Staughton Lynd balks before this statement: “Lynd was never a historian who selects significant problems for study, but one who knows most of the answers in advance.” Yet nothing in his letter warrants a claim to the contrary. “The reality is that regarding one issue after another,” he writes, “I reached conclusions quite different from my initial presuppositions.” Which presuppositions he once held, why, how, and when they changed, he does not say.
In fact, the statement that Mr. Lynd finds so “egregiously” mistaken is a paraphrase of a candid self-assessment he offered in a 1968 essay, “Historical Past and Existential Present.” There he said he had “mixed feelings” about his decision to begin his historical career by testing the thesis contained in Charles Beard’s An Economic Interpretation of the Constitution. “On one hand it still makes sense to me that, like any other scientist, the historian should formulate hypotheses and test them against a restricted range of data, such as what happened in a limited area, or in one man’s life. On the other hand I am now more conscious that I selected a range of data which I could be pretty certain would substantiate a thesis I hoped was true. I studied opposition to the Constitution of Duchess County, New York, because Duchess County had a history of landlord-tenant conflict very likely to be connected with how groups aligned themselves for or against ratification of the Constitution. The bias involved in my selection of Duchess County did not necessarily invalidate my findings, but it raised serious question as to their generalizability.”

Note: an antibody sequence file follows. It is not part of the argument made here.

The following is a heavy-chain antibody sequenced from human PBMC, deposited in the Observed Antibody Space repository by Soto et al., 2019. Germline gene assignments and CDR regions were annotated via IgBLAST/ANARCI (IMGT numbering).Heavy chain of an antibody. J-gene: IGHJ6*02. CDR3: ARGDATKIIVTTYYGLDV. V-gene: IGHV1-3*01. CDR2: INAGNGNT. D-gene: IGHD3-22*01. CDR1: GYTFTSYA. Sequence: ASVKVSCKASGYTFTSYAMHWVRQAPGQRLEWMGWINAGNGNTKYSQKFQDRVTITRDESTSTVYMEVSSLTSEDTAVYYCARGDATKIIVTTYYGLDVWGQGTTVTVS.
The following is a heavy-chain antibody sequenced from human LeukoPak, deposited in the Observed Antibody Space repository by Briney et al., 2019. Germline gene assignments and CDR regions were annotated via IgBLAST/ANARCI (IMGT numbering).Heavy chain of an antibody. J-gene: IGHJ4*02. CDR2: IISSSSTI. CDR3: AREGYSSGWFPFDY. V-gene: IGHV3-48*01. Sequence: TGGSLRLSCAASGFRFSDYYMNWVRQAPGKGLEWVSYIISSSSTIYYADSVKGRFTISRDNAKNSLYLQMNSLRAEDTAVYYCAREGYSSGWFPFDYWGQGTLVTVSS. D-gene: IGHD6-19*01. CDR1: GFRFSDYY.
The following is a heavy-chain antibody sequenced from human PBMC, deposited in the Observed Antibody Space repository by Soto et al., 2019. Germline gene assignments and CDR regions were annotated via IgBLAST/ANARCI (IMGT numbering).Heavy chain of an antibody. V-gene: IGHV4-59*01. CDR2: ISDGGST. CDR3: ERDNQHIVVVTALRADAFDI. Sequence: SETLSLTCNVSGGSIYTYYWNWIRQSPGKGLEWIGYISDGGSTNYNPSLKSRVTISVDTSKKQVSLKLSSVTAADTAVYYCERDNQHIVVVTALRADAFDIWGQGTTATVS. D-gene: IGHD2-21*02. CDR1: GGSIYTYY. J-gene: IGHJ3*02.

Anyone interested in how far Mr. Lynd’s findings have been generalized, and what kind of methodological questions they have raised, may consult the lively historiographical debate over power, class, race, and ideology in the founding of the United States. To compare Gary B. Nash’s The Unknown American Revolution with Gordon Wood’s The Radicalism of the American Revolution, for example, is to decide between histories that evince contempt for dead white men of ideas and those that stress their blindnesses, ironies, and unintended consequences.
But anyone interested in the issues raised by Mr. Lynd’s attempt to annul the distinction between scholarship and activism—issues like anachronism, presentism, and objectivity—should not expect to find them engaged by Carl Mirra. Rather than challenging my contention that his biography is best read as a collaboration, Mirra’s letter throws away the presumption of independence, calling his subject “a mentor and friend,” and ruling out of bounds informed criticism that reaches conclusions contrary to his own.
That radical history trades in such double-standards may remind us that its animus took form as ressentiment, rather than dialectical inquiry.